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Applying basic paragraph settings

From: Illustrator CS4 Essential Training

Video: Applying basic paragraph settings

Now that we understand the character settings, let's take a look at some of the paragraph settings offered inside of Illustrator. Again I'm going to go the Window menu here, I'm going to go down to where it says, Type. I'm going to open up my Paragraph panel, not the Paragraph Styles. We will do that later. We will talk about paragraph right now. So these are the paragraph settings. Once again there are many options here. I can either choose this setting up here for Hide Options as we work or whenever you see this little up and down arrows inside of the title of any particular tab here. When you click on that that can simply go ahead and turn those settings or toggle between them as well. So I'm just going to make sure that all the settings here are visible. So I'm going to go ahead and click on this paragraph right here. You can see that this allows me to determine how my paragraph is aligned left, center, right.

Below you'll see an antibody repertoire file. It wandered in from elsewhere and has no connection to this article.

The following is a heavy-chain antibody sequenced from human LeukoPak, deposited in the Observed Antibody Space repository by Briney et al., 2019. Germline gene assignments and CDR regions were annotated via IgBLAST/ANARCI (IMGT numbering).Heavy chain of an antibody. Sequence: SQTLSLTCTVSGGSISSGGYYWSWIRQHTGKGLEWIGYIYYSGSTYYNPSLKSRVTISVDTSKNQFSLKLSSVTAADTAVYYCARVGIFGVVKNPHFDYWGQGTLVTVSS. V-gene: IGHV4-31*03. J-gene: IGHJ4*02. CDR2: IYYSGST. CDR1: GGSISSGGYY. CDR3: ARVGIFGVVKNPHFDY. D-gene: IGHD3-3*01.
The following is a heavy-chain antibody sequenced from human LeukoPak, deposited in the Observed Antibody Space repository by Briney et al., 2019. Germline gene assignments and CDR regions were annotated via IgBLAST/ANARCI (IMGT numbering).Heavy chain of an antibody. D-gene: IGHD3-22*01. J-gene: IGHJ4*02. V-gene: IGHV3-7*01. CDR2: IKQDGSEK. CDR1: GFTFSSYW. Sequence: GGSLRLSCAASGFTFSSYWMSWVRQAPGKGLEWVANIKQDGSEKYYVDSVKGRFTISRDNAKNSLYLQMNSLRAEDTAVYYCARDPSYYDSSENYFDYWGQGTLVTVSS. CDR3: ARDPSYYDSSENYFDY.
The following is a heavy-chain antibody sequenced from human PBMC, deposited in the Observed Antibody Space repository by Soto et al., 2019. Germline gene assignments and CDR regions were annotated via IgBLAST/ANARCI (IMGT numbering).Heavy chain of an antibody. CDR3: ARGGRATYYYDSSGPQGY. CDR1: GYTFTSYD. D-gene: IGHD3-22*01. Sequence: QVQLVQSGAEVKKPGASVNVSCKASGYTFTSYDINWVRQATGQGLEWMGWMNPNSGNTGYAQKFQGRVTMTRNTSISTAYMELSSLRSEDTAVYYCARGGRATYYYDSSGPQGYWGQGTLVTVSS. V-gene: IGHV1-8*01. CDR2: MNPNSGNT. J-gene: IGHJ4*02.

Applying basic paragraph settings

Now that we understand the character settings, let's take a look at some of the paragraph settings offered inside of Illustrator. Again I'm going to go the Window menu here, I'm going to go down to where it says, Type. I'm going to open up my Paragraph panel, not the Paragraph Styles. We will do that later. We will talk about paragraph right now. So these are the paragraph settings. Once again there are many options here. I can either choose this setting up here for Hide Options as we work or whenever you see this little up and down arrows inside of the title of any particular tab here. When you click on that that can simply go ahead and turn those settings or toggle between them as well. So I'm just going to make sure that all the settings here are visible. So I'm going to go ahead and click on this paragraph right here. You can see that this allows me to determine how my paragraph is aligned left, center, right.